Maus: A Survivor's Tale Essay

Maus: A Survivor's Tale Essay

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Maus: A Survivor's Tale, by Art Spiegelman, tells the story of his father's survival in Auschwitz during the Holocaust, as well as about Art's relationship with his father, brought out through the interview process and writing the two books. The subject matter of the two books is starkly juxtaposed with the style in which it was written, that is, it is a graphic novel. In most simple terms, the story is told in a sort of comic, with characters represented as animals based on their race or nationality (Jews are presented as mice, Germans as cats, Poles as pigs, and Americans as dogs). While the cartoon had once been reserved for rather childish and light subject matter, Spiegelman has brought it to a whole new level as a medium capable of deep and meaningful expression. Through his combination of text and image, he is able to tell an unparalleled story with several layers of meaning beyond what is said in each character's thought and speech bubbles, or the captions below them. Their actions, perceptions, and intentions are presented through image, rather than being described to the reader through narrative. This allows for many levels of development and interaction between the characters that may not be overtly obvious or even present, as is often the case when a character may be deceptive or untrue to what they say. It allows for more to be said than simply what the character has to say. This can be clearly seen through a close reading of a page, or set of pages within the graphic novel. The reason for a page is that it is the unit of measurement in this work. Each page is deliberately designed and developed, each square sized with intent, each box's meaning compounded by surrounding boxes. Take for example the 42-43 pa...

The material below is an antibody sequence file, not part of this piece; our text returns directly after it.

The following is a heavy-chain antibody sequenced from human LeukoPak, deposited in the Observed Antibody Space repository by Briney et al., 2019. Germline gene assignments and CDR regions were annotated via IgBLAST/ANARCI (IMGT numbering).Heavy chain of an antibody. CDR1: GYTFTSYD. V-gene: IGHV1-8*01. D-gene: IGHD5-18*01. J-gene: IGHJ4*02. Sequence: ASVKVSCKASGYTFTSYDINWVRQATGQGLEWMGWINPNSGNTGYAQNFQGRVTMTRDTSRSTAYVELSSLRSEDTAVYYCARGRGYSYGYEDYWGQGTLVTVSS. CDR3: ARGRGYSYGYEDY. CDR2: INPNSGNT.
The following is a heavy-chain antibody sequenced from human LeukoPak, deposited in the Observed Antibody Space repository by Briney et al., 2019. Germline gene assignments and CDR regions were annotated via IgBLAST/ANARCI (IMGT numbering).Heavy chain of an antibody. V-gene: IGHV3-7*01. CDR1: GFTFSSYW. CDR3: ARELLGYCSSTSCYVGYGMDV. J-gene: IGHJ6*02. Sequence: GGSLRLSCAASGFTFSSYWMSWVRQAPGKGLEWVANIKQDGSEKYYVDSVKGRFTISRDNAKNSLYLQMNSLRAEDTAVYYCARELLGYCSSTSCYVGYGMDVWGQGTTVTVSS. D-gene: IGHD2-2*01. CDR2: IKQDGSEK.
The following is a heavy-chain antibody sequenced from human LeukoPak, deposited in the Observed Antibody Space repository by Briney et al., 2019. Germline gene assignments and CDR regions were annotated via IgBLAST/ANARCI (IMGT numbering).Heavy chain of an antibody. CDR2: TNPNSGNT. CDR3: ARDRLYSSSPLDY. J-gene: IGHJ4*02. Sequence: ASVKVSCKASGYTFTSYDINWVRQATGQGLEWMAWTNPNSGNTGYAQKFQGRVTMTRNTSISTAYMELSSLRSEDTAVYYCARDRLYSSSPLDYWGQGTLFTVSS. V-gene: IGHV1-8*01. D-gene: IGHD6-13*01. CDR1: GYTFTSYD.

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...es he went through writing this novel, providing an introspective aspect that is similar to his early work such as that that is referenced in Maus I, Prisoners on the Hell Planet. This novel is as much a story about the Holocaust as it is about a relationship between a father and son who have difficulty relating due to a tremendous difference in experiences, as well as the pain of terrifying memories that can be passed on through story telling. Maus demonstrates the power of “postmemory”, the idea that memories can be passed on from one generation to the other. These two pages illustrate how Art Spiegelman had to cope with these memories, as well as the other pressures of his life as he wrote this novel. Within these two pages, Spiegelman creates a complex description of the psychology of Art as the writer and in the process greatly expands the focus of the novel.

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